To try to do nothing will eventually fail, because our society will not tolerate complete inaction on the part of its leaders. Remedial intervention in the economy is inevitable. This means that, in the next few years, there will inevitably be more public spending, debt, and regulation. Just as most medications have harmful side effects, remedial intervention that is guided by the best intentions and the best judgements will have harmful spillovers and unintended consequences.

I would like to see remedial intervention carried out by politicians who do not relish it, but understand it as a necessary but temporary expedient, to be reversed in the medium term. I would apply this even to banking regulation: clearly, the regulatory framework must change, but it should not leave a permanently greater role for political action.

Maybe that's too much to ask. But it is what our future demands.

The alternative is to give up the keys of the city to the other enemy: to allow the remedial instruments to fall into the hands of state-building entrepreneurs who will use them enthusiastically to accumulate power, build persistent economic and political monopolies, and gradually acquire the means and motives to suppress criticism and opposition.

April 02, 2009

War and the Great Recession: Some Thoughts

A while back, an American journalist wrote to me:

We ... are trying to determine how big of a war we would need to have in order to drive the US out of this recession.  It is common belief that WWII was a major factor in invigorating US economy which had been decimated during the Great Depression.  I was wondering if it would be possible to make a projected estimate for our current situation using that era as a model.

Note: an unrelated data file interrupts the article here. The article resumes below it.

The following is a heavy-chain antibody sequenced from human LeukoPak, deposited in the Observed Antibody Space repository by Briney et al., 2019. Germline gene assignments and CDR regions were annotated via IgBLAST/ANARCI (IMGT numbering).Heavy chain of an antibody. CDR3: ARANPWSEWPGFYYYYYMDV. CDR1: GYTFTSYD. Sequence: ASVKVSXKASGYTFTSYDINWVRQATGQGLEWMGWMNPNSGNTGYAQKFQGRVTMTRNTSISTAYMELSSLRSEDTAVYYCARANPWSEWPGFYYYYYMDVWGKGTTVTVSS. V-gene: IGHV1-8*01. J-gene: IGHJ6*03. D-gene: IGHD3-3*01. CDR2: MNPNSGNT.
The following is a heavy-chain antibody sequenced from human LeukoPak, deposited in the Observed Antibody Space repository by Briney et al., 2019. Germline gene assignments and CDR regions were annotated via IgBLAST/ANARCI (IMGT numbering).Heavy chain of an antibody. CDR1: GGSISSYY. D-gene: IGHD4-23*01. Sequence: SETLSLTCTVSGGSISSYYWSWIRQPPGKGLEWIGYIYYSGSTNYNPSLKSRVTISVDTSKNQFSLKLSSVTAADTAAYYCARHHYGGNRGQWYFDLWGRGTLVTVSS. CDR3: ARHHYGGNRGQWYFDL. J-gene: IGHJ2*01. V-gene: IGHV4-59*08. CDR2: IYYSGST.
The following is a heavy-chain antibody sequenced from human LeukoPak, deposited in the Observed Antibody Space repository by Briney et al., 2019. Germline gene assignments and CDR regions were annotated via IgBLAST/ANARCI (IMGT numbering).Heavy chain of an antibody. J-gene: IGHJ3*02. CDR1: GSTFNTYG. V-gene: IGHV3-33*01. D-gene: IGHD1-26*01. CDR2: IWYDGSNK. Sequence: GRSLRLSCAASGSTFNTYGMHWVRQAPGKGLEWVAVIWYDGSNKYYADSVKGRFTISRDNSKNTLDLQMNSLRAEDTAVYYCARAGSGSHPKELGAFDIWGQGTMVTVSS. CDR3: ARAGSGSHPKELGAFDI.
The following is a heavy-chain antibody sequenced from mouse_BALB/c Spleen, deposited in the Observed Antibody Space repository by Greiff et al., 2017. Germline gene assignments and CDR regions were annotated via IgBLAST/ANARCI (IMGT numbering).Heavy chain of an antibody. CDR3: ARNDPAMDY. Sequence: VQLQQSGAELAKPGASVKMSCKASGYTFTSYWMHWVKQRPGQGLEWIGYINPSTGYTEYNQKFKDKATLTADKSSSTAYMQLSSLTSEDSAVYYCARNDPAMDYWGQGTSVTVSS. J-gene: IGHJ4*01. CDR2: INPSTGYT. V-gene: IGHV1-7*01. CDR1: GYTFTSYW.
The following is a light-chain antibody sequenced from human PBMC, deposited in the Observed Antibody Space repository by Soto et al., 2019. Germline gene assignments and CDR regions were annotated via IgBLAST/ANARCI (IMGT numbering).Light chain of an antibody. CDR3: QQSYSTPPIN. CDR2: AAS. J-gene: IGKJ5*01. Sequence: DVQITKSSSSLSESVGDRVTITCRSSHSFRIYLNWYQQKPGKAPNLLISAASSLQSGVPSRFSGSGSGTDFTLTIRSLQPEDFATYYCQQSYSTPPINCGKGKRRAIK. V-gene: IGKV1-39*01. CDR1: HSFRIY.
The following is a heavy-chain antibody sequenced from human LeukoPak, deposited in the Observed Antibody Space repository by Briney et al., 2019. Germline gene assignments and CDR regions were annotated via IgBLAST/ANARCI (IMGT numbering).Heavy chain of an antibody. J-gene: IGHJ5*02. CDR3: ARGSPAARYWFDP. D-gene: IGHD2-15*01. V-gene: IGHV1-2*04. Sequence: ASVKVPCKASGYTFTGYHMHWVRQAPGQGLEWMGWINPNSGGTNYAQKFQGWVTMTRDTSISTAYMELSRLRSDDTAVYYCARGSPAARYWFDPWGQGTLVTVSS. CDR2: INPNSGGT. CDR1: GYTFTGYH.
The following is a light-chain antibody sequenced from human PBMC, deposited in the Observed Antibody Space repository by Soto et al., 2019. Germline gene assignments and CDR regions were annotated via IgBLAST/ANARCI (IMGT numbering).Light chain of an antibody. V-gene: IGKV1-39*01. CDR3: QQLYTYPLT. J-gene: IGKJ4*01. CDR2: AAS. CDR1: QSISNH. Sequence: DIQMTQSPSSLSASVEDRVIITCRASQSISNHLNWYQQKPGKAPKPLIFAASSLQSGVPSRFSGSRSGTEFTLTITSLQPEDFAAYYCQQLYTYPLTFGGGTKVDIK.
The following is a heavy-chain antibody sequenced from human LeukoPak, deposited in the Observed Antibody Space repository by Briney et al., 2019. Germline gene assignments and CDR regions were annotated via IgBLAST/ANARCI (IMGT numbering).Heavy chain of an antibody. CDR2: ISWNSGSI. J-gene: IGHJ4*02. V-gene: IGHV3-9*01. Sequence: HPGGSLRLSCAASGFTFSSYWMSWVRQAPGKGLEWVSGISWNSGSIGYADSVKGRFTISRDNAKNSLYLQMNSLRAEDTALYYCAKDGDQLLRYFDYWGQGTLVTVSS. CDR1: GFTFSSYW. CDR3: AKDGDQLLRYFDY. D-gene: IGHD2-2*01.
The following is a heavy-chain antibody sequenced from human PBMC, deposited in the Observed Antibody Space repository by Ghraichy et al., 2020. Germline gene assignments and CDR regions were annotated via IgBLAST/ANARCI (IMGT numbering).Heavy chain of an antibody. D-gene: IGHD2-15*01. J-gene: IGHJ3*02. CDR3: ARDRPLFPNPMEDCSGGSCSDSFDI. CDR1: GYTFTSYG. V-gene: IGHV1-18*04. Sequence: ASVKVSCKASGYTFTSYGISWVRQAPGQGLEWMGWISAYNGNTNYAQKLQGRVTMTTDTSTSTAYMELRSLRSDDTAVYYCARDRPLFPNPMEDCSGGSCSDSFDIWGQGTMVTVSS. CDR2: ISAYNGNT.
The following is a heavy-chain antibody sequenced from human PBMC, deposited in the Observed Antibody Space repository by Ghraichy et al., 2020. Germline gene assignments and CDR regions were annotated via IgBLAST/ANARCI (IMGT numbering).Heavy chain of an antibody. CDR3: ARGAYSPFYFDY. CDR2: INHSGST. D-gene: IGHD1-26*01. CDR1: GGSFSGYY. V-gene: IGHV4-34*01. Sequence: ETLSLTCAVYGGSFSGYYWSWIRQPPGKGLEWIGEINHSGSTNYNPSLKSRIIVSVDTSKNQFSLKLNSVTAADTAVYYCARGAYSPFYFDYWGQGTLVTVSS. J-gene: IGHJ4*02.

This question got me thinking and I put quite a lot of effort into some answers, which they did not use. So, I thought I would update them and share them here.

Basically, the question sees the problem back to front and upside down. The problem we should be thinking about today is not how to start a war that can help pull us out of recession. The real problem is that, if we don't pull ourselves and others out of recession fairly rapidly by peaceful means, we will face growing risks of war -- and that could end in a catastrophe for everyone.

So, it is a trick question. Sometimes, however, it is interesting to take trick questions at face value and work out what is wrong with them by seeing where they lead. This is what I did.

  • Is the situation of the U.S. economy today comparable with the Great Depression?

At the moment, the situation of the U.S. economy over the next year or two looks bad compared with the recent past, but it is still way better than it was in the 1930s. Economists often work in terms of what is called the "output gap," the proportion of potential output that is unrealized because there is not enough demand in the economy. The Congressional Budget Office currently expects the output gap over the next two years to average almost 7 percent.